Monday, November 8, 2010
Canton bucks statewide trends in a few key races

Canton voters showed a surprisingly conservative bent in Tuesday’s statewide election, preferring GOP candidates Charlie Baker and Mary Connaughton by fairly wide margins while also taking the conservative position on two of the three state ballot questions.
Baker, who lost to Democratic incumbent Deval Patrick in the governor’s race, garnered considerable support from south shore communities, including 50 percent of the vote in Canton compared to Patrick’s 41 percent. Connaughton, who lost to Suzanne Bump in a tight race for auditor, fared even better in Canton, finishing with an estimated 54 percent of the vote.
When it came to the state Senate race, however, voters in all but the fourth precinct preferred Democratic incumbent Brian Joyce over Canton Selectman Bob Burr (R), albeit by a much slimmer margin than the rest of the Norfolk, Bristol and Plymouth District. Joyce ended up winning with well over 60 percent of the vote; however, Burr had a strong showing in his hometown, where he received 4,363 votes, or roughly 46 percent of the total vote.
Neither Burr nor Joyce could be reached for comment Tuesday night.
In all other statewide races, Canton voters went for the Democratic candidate, choosing Steve Grossman for treasurer over Karyn Polito (52 to 48 percent); incumbent Martha Coakley for attorney general over Jim McKenna (59 to 41 percent); and incumbent William C. Galvin for secretary of state over Bill Campbell (68 to 30 percent).
In addition, Canton voters agreed with the rest of the second district and opted for Democratic incumbent Kelly Timilty over Republican challenger Steven Glovsky in the governor’s council race by a margin of 56 percent to 40 percent, with 4 percent going to unenrolled candidate Richard Mitchell.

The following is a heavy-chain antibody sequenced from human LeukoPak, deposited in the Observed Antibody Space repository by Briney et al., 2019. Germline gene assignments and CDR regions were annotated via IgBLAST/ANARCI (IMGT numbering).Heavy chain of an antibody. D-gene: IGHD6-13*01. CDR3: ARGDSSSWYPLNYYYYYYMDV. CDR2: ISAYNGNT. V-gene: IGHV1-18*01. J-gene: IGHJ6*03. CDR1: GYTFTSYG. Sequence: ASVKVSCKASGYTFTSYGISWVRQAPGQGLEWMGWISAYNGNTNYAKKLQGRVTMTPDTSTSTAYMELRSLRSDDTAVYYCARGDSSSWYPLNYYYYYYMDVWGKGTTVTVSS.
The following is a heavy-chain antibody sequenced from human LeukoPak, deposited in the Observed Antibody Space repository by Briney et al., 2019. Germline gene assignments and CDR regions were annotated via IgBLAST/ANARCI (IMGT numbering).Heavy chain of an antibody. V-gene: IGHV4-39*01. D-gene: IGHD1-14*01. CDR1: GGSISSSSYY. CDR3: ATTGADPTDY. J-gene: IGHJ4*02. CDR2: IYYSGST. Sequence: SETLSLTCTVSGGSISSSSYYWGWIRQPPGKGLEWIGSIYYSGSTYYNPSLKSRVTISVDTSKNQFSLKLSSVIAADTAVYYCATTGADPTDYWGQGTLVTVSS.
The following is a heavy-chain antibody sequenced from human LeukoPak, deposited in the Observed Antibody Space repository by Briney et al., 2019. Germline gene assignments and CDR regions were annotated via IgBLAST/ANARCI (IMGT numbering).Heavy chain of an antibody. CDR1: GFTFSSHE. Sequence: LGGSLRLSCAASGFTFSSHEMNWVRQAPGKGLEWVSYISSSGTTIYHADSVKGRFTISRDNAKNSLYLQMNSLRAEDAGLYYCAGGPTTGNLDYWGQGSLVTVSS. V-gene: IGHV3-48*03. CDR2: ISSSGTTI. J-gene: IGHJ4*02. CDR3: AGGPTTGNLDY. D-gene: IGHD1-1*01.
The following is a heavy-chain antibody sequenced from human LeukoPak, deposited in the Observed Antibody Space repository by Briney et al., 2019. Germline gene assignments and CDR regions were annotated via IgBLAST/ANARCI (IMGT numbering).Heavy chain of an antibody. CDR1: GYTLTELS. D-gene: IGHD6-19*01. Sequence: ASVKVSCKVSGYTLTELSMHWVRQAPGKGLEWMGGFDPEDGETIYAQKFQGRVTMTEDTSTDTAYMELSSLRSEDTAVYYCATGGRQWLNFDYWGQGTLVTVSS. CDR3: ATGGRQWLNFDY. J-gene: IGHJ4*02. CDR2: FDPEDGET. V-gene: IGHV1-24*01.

Canton also voted overwhelmingly in favor of Democratic incumbent Stephen Lynch for U.S. Representative in the 9th Congressional District over Republican Vernon Harrison and Independent Phil Dunkelbarger. Lynch, who was a heavy favorite after outlasting popular challenger Mac D’Alessandro in the September primary, easily captured his fifth term in the House with well over 60 percent of the vote.
In the Norfolk County races, Canton results were similar to the remainder of the county, with Democratic incumbent Sheriff Michael G. Bellotti cruising to a victory over Bill Farretta (R) and former state Senator Michael Morrissey (D) defeating John Coffey (I) to become district attorney.
As for the ballot questions, Canton went the way of the state on Questions 1 and 3, supporting a repeal of the state sales tax on alcohol (56 to 44 percent) while opposing a drastic rollback of the sales tax (53 to 47 percent). Unlike the majority of Massachusetts voters, however, Canton voters joined numerous other south shore communities in voting yes on Question 2 – a proposal to repeal the state’s affordable housing law – and it wasn’t all that close (56 to 44 percent).
Interestingly, while Canton’s voting patterns were comparable to many nearby suburban towns, they seemed to stand out when compared to neighboring communities such as Milton, Randolph, and Sharon. All three, for instance, voted no on Question 2, and all three favored Governor Patrick over Baker by a wide margin.
Overall, it was a busy day at each of the four voting locations in Canton, and the total turnout topped 65 percent, which is high for a midterm election.
Veteran poll worker William Quinn, who manned precinct 6 at the Rodman Center on Washington Street, reported minimal problems throughout the day and described the voter turnout as “steady” with very busy stretches early in the morning and in the late afternoon and evening. He said there were considerably more voters as of 3 p.m. than there were in the previous gubernatorial election in 2006, but fewer than in the 2008 presidential election, as one would expect.